As home to one of the largest Armenian colonies in the world, Los Angeles supports about 70 Armenian bakeries. They suggest that Armenians may just have the biggest sweet tooth in the world.
And the most eclectic sweet tooth too. Beside their own ancient pastries such as a bread-y coffee cake called gata, they're into baklavas, Persian fritters and Russian doughnuts. On top of that, Armenia has cultural ties with France dating back to the Crusades, so a lot of the bakeries specialize in French pastry. Still, they usually sell some baklavas, gatas, perok (a coffee cake-like fruit tart) and the flaky cookie nazouk.
Though there are pastry shops in the older Armenian hotspots of north Pasadena and east Hollywood, Glendale is the place to go. It has 14 pastry shops — and there's plenty of spillover in Burbank, North Hollywood and elsewhere in the Valley.
We checked out nearly 50 Armenian bakeries. This is our selection of the top 10 for the non-French side of the Armenian pastry menu.
Baklava Factory, 1415 E. Colorado Ave., Suite K, Glendale, (818) 548-7070, also 17145 Ventura Blvd., Encino, (818) 728-1600 and 12909 Sherman Way, North Hollywood, (818) 764-1011, www.baklavafactory.com. Well-made baklava, cookies and fritters, though not baked on the premises but in a central bakery in Sylmar.
Lord & Villa Bakery, 1120 N. Pacific Ave., No. 3, Glendale, (818) 500-8040. An upscale operation, mostly French, but it also has a large Armenian section that includes several varieties of fruit-filled gata. The cherry perok is positively overflowing with cherry filling.
Maggie's Bakery, 6530 Lankershim Blvd., North Hollywood, (818) 506-6265. A big, gleaming pastry shop in an inconspicuous mall; three counters of French pastries and one of baklavas, gatas and walnut-filled cookies. Particularly notable for kul wushkur, a buttery, exceptionally flaky folded baklava (it looks like a tiny book with its pages fluttering open) enclosing a syrup-soaked walnut filling.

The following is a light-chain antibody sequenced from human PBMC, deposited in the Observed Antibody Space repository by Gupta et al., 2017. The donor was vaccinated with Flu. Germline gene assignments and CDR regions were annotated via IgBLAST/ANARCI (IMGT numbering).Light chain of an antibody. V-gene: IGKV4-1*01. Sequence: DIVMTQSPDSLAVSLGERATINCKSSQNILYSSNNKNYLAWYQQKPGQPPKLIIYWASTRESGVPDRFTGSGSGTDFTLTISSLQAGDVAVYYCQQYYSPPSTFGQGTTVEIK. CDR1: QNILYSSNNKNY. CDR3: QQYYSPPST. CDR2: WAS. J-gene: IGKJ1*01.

Maral's Pastry, 17654 Vanowen St., Van Nuys, (818) 705-8921. Excellent baklava-type pastries (of the tender, rather than the crisp, school), cheese pastry (halawat jibn), sesame-pistachio cookies (barazek) and those fabulous tahini cookies.
Movses Pastry, 1755 W. Glenoaks Blvd., No. 4, Glendale, (818) 545-0099; www.movsespastry.com. Half French, half Armenian. Good fresh baklava, several flavors of perok and gata, a number of nazouks.
Oasis Pastry (also known as Mary's Oasis or M. Shatila), 801 S. Glendale Blvd., Glendale, (818) 244-2255. It may be Lebanese-owned, but it's in the middle of Armenian Glendale and most of the employees speak Armenian. Very good pastries, including a remarkably flaky one that resembles kul wushkur but which they insist on calling almond baklava.
Panos Pastry Bakery, 5150 Hollywood Blvd., Los Angeles, (323) 661-0335; also 418 S. Central Ave., Glendale, (818) 502-0549; www.panospastry.com. A grand pastry palace with marble floors and mirrors, a large selection of Armenian pastries and an even larger one of French pastries. Long the standard of Hollywood Armenian bakeries; the baklava is light and crisp but not terribly buttery.
Sarkis Pastry, 1111 S. Glendale Ave., Glendale, (818) 956-6636; www.sarkispastry.com. The pride of Glendale has one of the widest ranges of Middle Eastern pastries around, including osmanlia (layers of kadayif and nuts) and tahini cookies.
Van Bakery, 5409 W. Sunset Blvd., Hollywood, (323) 466-2450; also 620 S. Glendale Ave., Suite H, Glendale, (818) 548-5253. In addition to the usual pastries, Van makes what looks like a baklava that's dribbled with a little chocolate. Inside, there's a layer of crisp kadayif pastry, making it lighter and crunchier than ordinary baklava.
Vrej Pastry, 1074 N. Allen Ave., Pasadena, (626) 797-2331; also 11148 Balboa Blvd., Granada Hills, (818) 366-2526; and 1791 East Route 66, Glendora, (626) 914-1940. Good for cheese pastry, barazek and dainty burma (kadayif nut rolls).
— Charles Perry
Added: Tuesday, April 17, 2007